Editorials

Editorial

Brother Thomas Dalton: Educator’s brimstone stance on parade is his own

A strength of the American system is freedom of education; parents can choose private schools or even no schools, if they educate their children at home. Some choose schools to give their children a rigorous religious grounding. Still, it was hard not to feel a pang of concern for the children of Immaculate Heart of Mary School in Harvard, whose principal, Brother Thomas Dalton, was unusually outspoken in his fiery determination to boycott this weekend’s Saint Patrick’s Day Parade if it included gay marchers.

In a letter to the Globe, Dalton justified his choice as if the Bible demanded it. “Jesus Christ once compared the Kingdom of Heaven to a wedding feast. When the king saw a guest not properly attired, he said to his servants, ‘Bind him hand and foot, and cast him into exterior darkness: there shall be weeping and gnashing of teeth’ (Matthew 22:13). All that over improper dress; what would he have done to a group parading unnatural lust?”

Advertisement

In the wider world, people understand that political activists often cherry-pick pieces of scripture to justify their views. Such admonitions should be received in perspective — with an awareness that each person seeks spiritual guidance and then chooses his or her own path.

Indeed, Pope Francis’ call for change of focus on social issues, including his refusal to condemn homosexuals (“Who am I to judge?”), has made it impossible to view words and actions such as Dalton’s as simply expressions of fidelity to the church hierarchy. Many parade marchers who have no objection to the inclusion of gay groups — and members of gay groups themselves — consider themselves observant Catholics. Hopefully, the children of Immaculate Heart of Mary School will be able to understand that, however powerful and sincere his faith, Dalton’s views on gays are, ultimately, only his own.

Loading comments...
You're reading  1 of 5 free articles.
Get UNLIMITED access for only 99¢ per week Subscribe Now >
You're reading1 of 5 free articles.Keep scrolling to see more articles recomended for you Subscribe now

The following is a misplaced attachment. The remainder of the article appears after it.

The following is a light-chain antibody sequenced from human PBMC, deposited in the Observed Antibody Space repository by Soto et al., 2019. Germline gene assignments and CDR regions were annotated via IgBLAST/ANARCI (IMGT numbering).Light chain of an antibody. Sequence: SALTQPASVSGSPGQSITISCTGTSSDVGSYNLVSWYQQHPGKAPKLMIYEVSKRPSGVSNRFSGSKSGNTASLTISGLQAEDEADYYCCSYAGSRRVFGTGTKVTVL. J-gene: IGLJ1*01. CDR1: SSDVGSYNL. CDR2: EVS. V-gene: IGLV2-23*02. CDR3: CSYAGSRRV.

We hope you've enjoyed your 5 free articles.
Continue reading by subscribing to Globe.com for just 99¢.
 Already a member? Log in Home
Subscriber Log In

We hope you've enjoyed your 5 free articles'

Stay informed with unlimited access to Boston’s trusted news source.

  • High-quality journalism from the region’s largest newsroom
  • Convenient access across all of your devices
  • Today’s Headlines daily newsletter
  • Subscriber-only access to exclusive offers, events, contests, eBooks, and more
  • Less than 25¢ a week
Marketing image of BostonGlobe.com
Marketing image of BostonGlobe.com
Already a subscriber?
Your city. Your stories. Your Globe.
Yours FREE for two weeks.
Enjoy free unlimited access to Globe.com for the next two weeks.
Limited time only - No credit card required!
BostonGlobe.com complimentary digital access has been provided to you, without a subscription, for free starting today and ending in 14 days. After the free trial period, your free BostonGlobe.com digital access will stop immediately unless you sign up for BostonGlobe.com digital subscription. Current print and digital subscribers are not eligible for the free trial.
Thanks & Welcome to Globe.com
You now have unlimited access for the next two weeks.
BostonGlobe.com complimentary digital access has been provided to you, without a subscription, for free starting today and ending in 14 days. After the free trial period, your free BostonGlobe.com digital access will stop immediately unless you sign up for BostonGlobe.com digital subscription. Current print and digital subscribers are not eligible for the free trial.